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LucindaShaw
Lucinda Shaw

14 Mar 2018, 10:41

Focussing on People rather than Performance will get you to Excellence

By Lucinda Shaw, Action Planning Associate

‘…it has opened the team up to new ways of thinking and working and also they have a better understanding of how their own views might be hindering their progress in a certain situation.’

‘I think about how to answer challenges and concerns in a more constructive way and suggest a solution.’

‘After every coaching session I have walked out feeling really great and positive about how I can use my learning to be better in my role and help achieve target.’

In all walks of life, the top achievers understand that they and their teams go further and faster when they work with an experienced coach, who can give them the space and time to figure out what they need to do, while listening to and challenging them. Organisations are now realising that coaching is a necessity not a luxury. It is for this reason that in March 2017, the Stroke Association started a coaching programme in order to develop their people and increase productivity across the Income Generation directorate. 

“We called on Lucinda Shaw to run the coaching programme as we knew her to be a skilled coach and she has a background of 25 years in senior fundraising management. This means that she understands the challenges that people working for charities are facing every day, at every level of the organisation,” explains Nina Walker, Deputy Director of Fundraising at the Stroke Association, who has overseen the whole programme.

“We knew that Lucinda would be a good fit as she understands our values and knows where the organisation wants to go. This coaching programme was taking place during a period of uncertainty and change in the directorate. It is an early part of a big change initiative for the charity. We knew that Lucinda could help us to support the bigger picture while focusing on the needs of individual employees.”

Coping with any change is hard and getting the programme off to the right start is vital. The Stroke Association knew that they wanted to show their staff that they were behind them and investing in them. They also needed their employees to take more responsibility and be more accountable.

The coaching programme aimed to achieve three specific objectives:

  1. To help team members to take responsibility for identifying and recommending solutions to the challenges faced by the charity and to look for ways of implementing the solutions
  2. To improve relationship building and communications within and across teams at all levels of the charity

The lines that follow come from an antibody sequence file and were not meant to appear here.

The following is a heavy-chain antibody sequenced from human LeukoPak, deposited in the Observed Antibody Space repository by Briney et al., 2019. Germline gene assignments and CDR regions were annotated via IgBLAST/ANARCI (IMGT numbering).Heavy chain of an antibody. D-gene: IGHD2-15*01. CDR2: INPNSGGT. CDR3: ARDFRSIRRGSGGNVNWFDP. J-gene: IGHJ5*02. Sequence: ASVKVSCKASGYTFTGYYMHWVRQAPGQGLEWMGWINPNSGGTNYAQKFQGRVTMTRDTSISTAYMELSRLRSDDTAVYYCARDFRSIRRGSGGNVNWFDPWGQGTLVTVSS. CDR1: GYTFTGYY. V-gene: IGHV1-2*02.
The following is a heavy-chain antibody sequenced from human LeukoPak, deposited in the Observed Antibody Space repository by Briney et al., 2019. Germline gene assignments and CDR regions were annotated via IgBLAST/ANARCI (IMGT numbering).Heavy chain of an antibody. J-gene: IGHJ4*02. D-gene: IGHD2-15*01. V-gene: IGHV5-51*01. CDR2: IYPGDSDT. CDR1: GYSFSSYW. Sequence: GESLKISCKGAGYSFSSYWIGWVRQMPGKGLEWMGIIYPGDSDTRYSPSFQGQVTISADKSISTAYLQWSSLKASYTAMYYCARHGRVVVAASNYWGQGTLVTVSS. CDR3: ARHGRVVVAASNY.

3. Develop future leaders by helping individuals to increase self-awareness of their strengths, skills and behaviours.

It was also recognised that achieving these objectives would improve resilience within teams, enhance professional working relationships and increase staff trust in their senior managers’ commitment to personal and professional development.

A supportive solution

The coaching programme was offered to an entire tier of middle managers and was initially taken up by 26 individuals. Each person was offered four confidential 60-90 minute coaching sessions and some participants got so much from the coaching that they arranged extra sessions.

When the participants were asked why they decided to join the coaching programme, many said it was due to the desire to develop or because they were ‘feeling stuck’. The effectiveness of the coaching is being evaluated throughout the programme, to ensure that the participants and the charity are getting the best value from their investment of time and funds.

Results across the board

Following the first round of evaluation, it was clear from the results that the coaching programme was meeting all three of its objectives.

When asked how they do things differently since the coaching, one participant said “I think about how to answer challenges and concerns in a more constructive way and suggest solutions to the problem to managers rather than just being negative.”

Regarding the second objective, another participant explained that they understand and listen to other members of the team in order to get a clearer perspective on their challenges and use “my skills to influence and motivate colleagues on my projects.”

In terms of developing future leaders, the third objective, one participant noted: “I have shared some responsibilities within my team. I make a conscious effort to delegate, even when not 100% sure the right result will come…I speak more to my colleagues and am more willing to share challenges – when I hear myself talk I become more committed to implanting the solutions.’ Several participants of the programme applied for senior roles and were successful.

83% of the line managers reported that their staff appeared more confident in their roles and that they found it easier to delegate work to them. More than half of the participants also felt that they understood more their impact on other people, resulting in better teamwork. 

Going forward

Nina Walker concludes “As a result of the coaching delivered so far these employees, and others who are joining the programme, feel they are ready for change and able to look ahead. I feel more confident about moving the Directorate forward. I know that our team are on board and can rise to the challenge. In this competitive sector, when everyone understands what it means to move a charity forward, when the whole organisation is unified around key objectives, with everyone pulling together, the charity will be in a much stronger position in the future.”

David Saint

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